Corpuz estimates that perhaps 20 of the 350 Indigenous people at COP28 this week have government badges that allow them access to negotiations. But even then, because they aren’t credentialed delegates representing a negotiating party, they are only able to watch and listen, not speak, she said.

Still, it’s an improvement over past years when Indigenous peoples’ representatives were locked out from even more rooms, said Corpuz. At least now Indigenous representatives will be able to hear the details of the negotiations, the perspectives of international representatives, and carry the information back for advocates to lobby government delegates. “A lot of the work of the Indigenous Caucus happens in the hallways,” Corpuz said.

A key question that’s expected to be decided this year is how much money wealthy nations like the U.S. should pay in order to cover the costs of climate disasters in the Global South, an initiative known as the loss and damage fund. One study estimates that nations in the Global North are responsible for 92 percent of excess carbon emissions each year, compared with 8 percent in the Global South.

“What’s at stake is how these finance mechanisms are going to impact and be accessible to Indigenous communities and other impacted communities, how they will be funded, and to what levels will they be funded,” Albert said. “And will those resources actually get to communities and not be taken up by agencies that will administer them?” 

Eriel Deranger of the Athabasca Chipewyan First Nation in Canada and executive director of Indigenous Climate Action, thinks that it makes sense that wealthy countries would be paying for climate impacts, but Deranger also wants the money to be available to Indigenous people no matter what country they live in due to already extreme climate impacts, many of which are exacerbated by colonization and land theft.

“If Canada, for example, or the U.S. is contributing to the loss and damage fund and we don’t have access to it as Indigenous people in North America or in the Global North, where are we going to see those kind of climate reparations and restitution for the damages that we are facing from the climate crisis?” Deranger asked. 

But money is only part of the equation, said Kandi White, a citizen of the Mandan, Hidatsa, and Arikara Nations in the U.S. and program director at the Indigenous Environmental Network, which sent a 25-member delegation to Dubai. “For Indigenous peoples, it’s not just about the money, but it’s also about the return of our sovereignty over our lands,” said White.  

That sovereignty has been threatened by land grabs, including recent land deals between a United Arab Emirates company and five African nations for the carbon credit trade, White said. The land deals were touted as a way to help conserve land and offset pollution, but White is concerned about whether the Indigenous people living there truly consented to the plan as well as how they’ll be affected. It’s part of a broader pattern of conservation deals that are creating conflict in Indigenous territories around the world.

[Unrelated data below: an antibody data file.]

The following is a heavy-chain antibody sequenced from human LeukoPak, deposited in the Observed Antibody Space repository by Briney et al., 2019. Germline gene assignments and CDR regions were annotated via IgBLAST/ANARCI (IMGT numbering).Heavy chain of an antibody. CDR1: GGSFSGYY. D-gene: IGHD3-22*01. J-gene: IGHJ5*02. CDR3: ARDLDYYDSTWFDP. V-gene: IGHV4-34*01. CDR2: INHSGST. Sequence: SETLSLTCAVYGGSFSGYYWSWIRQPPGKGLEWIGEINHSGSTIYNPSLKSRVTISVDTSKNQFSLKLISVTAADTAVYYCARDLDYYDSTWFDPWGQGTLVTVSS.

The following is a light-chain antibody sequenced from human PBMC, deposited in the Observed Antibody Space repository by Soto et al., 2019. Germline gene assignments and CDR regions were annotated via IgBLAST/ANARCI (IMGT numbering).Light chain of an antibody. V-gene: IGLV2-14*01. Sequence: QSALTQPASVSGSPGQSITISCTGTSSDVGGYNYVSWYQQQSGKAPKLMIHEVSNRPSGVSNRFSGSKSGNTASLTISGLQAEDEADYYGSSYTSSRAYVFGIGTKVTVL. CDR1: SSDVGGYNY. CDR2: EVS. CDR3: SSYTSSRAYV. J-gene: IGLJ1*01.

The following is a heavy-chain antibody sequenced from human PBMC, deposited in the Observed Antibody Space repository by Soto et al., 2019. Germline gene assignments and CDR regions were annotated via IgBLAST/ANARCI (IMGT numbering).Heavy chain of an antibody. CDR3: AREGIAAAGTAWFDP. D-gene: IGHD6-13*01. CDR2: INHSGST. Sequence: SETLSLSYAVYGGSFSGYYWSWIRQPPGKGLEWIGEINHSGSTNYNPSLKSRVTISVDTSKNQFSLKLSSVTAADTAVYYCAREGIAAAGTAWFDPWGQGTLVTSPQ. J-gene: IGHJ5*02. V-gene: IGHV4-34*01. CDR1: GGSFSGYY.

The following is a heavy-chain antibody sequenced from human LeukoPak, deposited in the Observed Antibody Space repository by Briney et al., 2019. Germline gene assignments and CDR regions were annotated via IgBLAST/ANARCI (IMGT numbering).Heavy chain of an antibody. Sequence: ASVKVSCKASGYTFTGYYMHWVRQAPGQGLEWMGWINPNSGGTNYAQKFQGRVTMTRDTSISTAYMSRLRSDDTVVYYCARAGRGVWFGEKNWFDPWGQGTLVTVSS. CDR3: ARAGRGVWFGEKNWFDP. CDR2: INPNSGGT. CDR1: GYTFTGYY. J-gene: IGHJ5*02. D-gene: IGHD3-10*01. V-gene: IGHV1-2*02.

Both Deranger and White, who are in Dubai this week, also hope to establish a grievance procedure through which Indigenous peoples whose rights are infringed upon could hold governments accountable. “We need there to not just be lip service of, ‘We recognize Indigenous rights,’ but we need to see language that has teeth,” Deranger said. 

But securing that level of accountability may be an uphill battle. Even when world leaders make promises, they don’t always fulfill them: Wealthy countries blew a 2020 deadline to spend $100 billion a year to help poorer nations cope with climate impacts and make progress toward decarbonization. One study suggested that goal may have been met last year, two years late, even as the world hurtles toward 3 degrees of warming.

The combined challenges — a lack of access to negotiating tables and tepid commitments by global leaders — have fueled disillusionment. Moñeka De Oro, who is Chamorro from the Mariana Islands and co-executive director of the Micronesia Climate Change Alliance, says that last year at COP some Indigenous Caucus members discussed boycotting the convention, “no longer being a part of these processes that continuously degrade our input,” she said. 

De Oro recently helped draft a declaration for peace, unity, and climate justice in the Pacific to be read at COP that called for a future free of colonialism and militarization. But as much as she believes in that message, she joined a boycott of this year’s convention with Grassroots Global Justice Alliance protesting the Israeli government’s war on Gaza, and questions whether to attend future meetings. 

“If you’re going to continue to continuously be ignored and continuously be just erased from the entire process, I don’t know how much longer we want to be complicit in attending these sorts of things,” she said.

The power imbalances can be discouraging, but Ozawa Bineshi Albert still feels determined. 

“COP is not a place that we go to thinking we’re going to get everything we want,” she said. To her, the overarching question is: “How can we make sure that we at least hold the line and make sure the least amount of damage and the least amount of harm is caused to frontline and Indigenous communities?”

Editor’s note: Nia Tero is a funding partner with Grist. Funding partners have no role in Grist’s editorial decisions.